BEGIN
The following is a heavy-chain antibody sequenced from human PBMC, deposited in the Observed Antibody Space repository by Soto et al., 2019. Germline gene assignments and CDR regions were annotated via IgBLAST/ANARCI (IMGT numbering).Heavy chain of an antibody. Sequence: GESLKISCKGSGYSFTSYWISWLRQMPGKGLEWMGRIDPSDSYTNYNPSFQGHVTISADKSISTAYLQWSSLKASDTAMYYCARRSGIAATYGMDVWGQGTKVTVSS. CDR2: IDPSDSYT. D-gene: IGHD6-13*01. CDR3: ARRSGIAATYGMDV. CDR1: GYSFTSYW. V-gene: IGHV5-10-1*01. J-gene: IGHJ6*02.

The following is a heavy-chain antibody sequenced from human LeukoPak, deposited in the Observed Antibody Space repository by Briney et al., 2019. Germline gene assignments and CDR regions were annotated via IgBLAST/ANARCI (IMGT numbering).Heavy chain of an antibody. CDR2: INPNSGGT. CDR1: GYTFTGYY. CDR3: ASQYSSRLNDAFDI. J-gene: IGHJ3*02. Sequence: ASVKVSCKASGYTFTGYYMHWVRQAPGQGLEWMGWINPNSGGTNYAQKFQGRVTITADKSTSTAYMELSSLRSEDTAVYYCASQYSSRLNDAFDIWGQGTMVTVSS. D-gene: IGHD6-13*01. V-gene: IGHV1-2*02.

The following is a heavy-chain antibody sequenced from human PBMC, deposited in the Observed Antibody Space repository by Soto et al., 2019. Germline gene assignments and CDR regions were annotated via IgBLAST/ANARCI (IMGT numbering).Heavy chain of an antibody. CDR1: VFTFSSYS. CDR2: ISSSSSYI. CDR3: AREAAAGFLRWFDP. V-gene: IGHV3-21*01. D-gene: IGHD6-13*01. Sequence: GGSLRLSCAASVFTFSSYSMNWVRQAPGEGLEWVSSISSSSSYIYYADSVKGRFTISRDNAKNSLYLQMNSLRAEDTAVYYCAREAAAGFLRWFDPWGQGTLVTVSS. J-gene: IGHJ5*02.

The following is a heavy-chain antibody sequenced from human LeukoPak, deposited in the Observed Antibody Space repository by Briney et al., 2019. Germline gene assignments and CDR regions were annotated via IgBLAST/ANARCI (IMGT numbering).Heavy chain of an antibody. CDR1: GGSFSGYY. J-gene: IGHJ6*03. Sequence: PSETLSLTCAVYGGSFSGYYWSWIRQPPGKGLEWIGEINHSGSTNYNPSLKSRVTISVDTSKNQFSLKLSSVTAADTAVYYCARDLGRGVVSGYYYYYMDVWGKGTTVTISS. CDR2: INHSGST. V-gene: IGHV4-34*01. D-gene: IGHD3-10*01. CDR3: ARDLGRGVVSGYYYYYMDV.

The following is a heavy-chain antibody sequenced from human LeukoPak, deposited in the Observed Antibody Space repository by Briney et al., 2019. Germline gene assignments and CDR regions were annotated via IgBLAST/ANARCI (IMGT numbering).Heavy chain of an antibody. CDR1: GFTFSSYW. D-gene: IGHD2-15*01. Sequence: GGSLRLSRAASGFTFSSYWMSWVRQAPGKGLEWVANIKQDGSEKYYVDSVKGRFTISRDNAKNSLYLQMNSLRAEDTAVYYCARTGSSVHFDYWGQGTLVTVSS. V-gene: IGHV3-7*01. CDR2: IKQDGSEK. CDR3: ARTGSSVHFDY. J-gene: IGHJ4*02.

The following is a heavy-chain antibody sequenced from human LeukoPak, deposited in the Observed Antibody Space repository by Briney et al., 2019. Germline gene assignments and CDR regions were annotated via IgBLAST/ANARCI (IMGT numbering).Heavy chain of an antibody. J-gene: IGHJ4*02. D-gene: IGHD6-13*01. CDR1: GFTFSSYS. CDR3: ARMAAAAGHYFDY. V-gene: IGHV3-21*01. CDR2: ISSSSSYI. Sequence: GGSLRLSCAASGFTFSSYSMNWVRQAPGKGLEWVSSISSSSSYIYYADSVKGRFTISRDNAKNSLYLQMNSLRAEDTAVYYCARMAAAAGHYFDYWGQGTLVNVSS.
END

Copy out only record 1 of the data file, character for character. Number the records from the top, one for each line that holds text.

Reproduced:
The following is a heavy-chain antibody sequenced from human PBMC, deposited in the Observed Antibody Space repository by Soto et al., 2019. Germline gene assignments and CDR regions were annotated via IgBLAST/ANARCI (IMGT numbering).Heavy chain of an antibody. Sequence: GESLKISCKGSGYSFTSYWISWLRQMPGKGLEWMGRIDPSDSYTNYNPSFQGHVTISADKSISTAYLQWSSLKASDTAMYYCARRSGIAATYGMDVWGQGTKVTVSS. CDR2: IDPSDSYT. D-gene: IGHD6-13*01. CDR3: ARRSGIAATYGMDV. CDR1: GYSFTSYW. V-gene: IGHV5-10-1*01. J-gene: IGHJ6*02.